There’s a big island called Margaret Island, or Margitsziget, in the Danube at the northern side of Budapest. Once of its features is an amazing fountain, which is accompanied by recorded music several times an hour. Hungarians are very clever people, and the fountain design is fairly awesome. I thought of 3-D mathematical Lissajous curves.
For most of this vacation I wore a new pair of Mephisto Shark sandals, very comfortable. As has been my fashion-insensitive custom for going on forty years, I often wore my sandals with patterned socks. Mais oui!
The busses, trains, and trams work really well in Budapest, as in the rest of Europe. One of those things that America should have mastered by now, but for some reason hasn’t. Like making good bread and good butter and serving good meat in restaurants. We saw some interesting people on the trams, like this woman (on the right) with her son, who was busy trying to burst a make-shift balloon made of an inflated latex glove. The tough-looking woman was on her cell phone the whole time, talking Hungarian of course.
Yet another shot from Corvin Ter. Love these bent bollards.
Georgia, Courney, and kids took us around in Pest one day, in a funkier, more night-life-loving neighborhood. I liked this drip of white paint on the dark sidewalk. A mystery arrow.
The dead and live vines on this wall caught my eye. Spreading fractal zones of influence. I usuall do my best to crop out images of automobiles from my photos. Somehow cars are almost always mundane and boring.
We made our way to one of our children’s favorite places in Budapest, the Szimpla Farmers Cafe, which could also be termed a “ruin bar,” that is, a multi-room hangout/nightclub carved out of a more or less uninhabited building, including an open courtyard. Graffiti on nearly every surface. I spotted myself in a mirror here.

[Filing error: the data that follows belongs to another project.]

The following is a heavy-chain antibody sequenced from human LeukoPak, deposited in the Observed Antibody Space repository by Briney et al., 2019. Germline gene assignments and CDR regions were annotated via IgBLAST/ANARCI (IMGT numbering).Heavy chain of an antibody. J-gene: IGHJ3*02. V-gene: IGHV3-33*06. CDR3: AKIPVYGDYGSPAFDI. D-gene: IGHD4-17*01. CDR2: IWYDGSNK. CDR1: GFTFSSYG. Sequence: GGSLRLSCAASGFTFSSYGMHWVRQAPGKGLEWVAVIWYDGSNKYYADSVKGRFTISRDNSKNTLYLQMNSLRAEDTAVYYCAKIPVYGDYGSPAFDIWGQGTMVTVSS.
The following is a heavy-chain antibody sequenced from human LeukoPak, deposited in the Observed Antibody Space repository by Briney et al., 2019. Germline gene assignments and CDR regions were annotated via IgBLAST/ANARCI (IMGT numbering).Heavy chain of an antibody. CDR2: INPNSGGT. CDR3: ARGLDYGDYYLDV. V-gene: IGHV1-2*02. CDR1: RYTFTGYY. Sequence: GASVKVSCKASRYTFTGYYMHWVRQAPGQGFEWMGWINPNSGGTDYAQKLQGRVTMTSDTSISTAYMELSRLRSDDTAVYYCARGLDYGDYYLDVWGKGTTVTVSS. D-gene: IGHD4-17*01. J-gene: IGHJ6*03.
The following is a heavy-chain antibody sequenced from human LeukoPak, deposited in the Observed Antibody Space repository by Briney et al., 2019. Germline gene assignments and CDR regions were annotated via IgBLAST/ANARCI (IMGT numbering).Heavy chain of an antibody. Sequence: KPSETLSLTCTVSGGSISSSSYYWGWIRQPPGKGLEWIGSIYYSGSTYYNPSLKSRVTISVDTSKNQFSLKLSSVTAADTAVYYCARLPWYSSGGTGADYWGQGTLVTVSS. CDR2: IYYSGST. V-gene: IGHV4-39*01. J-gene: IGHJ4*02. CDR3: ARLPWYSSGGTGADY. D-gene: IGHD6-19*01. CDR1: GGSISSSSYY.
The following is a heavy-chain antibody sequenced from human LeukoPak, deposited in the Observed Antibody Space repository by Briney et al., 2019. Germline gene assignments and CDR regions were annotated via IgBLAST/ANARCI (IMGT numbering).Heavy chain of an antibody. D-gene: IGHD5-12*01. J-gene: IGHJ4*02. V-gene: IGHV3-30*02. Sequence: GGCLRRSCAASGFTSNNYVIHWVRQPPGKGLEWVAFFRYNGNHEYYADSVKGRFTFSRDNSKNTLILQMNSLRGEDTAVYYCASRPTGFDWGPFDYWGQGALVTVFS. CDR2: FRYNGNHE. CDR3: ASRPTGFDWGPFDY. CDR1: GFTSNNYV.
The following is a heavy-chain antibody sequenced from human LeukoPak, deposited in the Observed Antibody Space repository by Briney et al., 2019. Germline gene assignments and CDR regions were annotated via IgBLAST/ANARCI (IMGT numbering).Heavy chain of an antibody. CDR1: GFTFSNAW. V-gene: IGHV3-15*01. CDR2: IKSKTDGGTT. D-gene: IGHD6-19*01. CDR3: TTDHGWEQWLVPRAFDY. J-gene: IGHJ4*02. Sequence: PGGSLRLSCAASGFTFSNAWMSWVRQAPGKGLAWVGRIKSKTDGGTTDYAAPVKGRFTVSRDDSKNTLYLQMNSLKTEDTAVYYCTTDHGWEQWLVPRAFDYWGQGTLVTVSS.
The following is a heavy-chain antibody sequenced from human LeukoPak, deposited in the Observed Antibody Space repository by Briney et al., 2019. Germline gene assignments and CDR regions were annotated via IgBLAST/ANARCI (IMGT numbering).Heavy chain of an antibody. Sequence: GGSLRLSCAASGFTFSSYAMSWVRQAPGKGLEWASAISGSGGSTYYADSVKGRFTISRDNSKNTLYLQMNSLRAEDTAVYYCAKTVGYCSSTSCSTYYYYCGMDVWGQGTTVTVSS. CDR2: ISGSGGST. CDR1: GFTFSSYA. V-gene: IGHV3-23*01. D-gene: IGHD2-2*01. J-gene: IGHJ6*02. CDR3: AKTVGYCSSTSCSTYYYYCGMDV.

Naturaly Erno Rubik is a Hungarian folk hero for his famous Rubik’s Cube. The Szimpla ventilation system incorporates a painted sheet-metal model of the Cube. This image was out of focus, so I applied an “oil paint” filter to it, giving it a nice look. Like a graffiti image of the actual photo.
A pure image of Szimpla graffiti, including deep grooves scratched into the plaster wall. Gorgeous. Georgia and Courtney told us that, at night, young women walk the rooms of Szimpla with huge trays of giant, raw, peeled carrots for sale as snacks. SO non-American. Love it.
From Szimpla we moved on to a nice cafe reatuarant in a different courtyard. I was struck by the beauty of a waiting toilet paper roll in its immaculate Euro surroundings.
The cafe’s decor style was, basically, “random colors for the hell of it.” But the colors had approcimately the same brightness, and the merge worked well.
Some awesome wrought iron deco-style street lamps outside, and some deco-style apartment buildings as well. Something I always like in Manhattan is the presence of the 1920s – 1940s style skyscrapers. Budapest has an even broader palette of architectural sytles. A lot of the city was badly bombed in WWII, but interesting swaths survived…and a number of structures were rebuilt.
Dig this slackadelic op-art candy-cane-bridge table-top in an inner-city Budapest cafe called the Akvarium Klub. A flat reflecting pool lies above the underground club’s roof. The grandkids and I had the delight of seeing any angry security guard chase off some rowdy young women who were wading in the pool, with some danger of falling through into the Klub along with a million gallons of tepid Hammond microorganism-laden water. We kids and I got away with wading at the edge.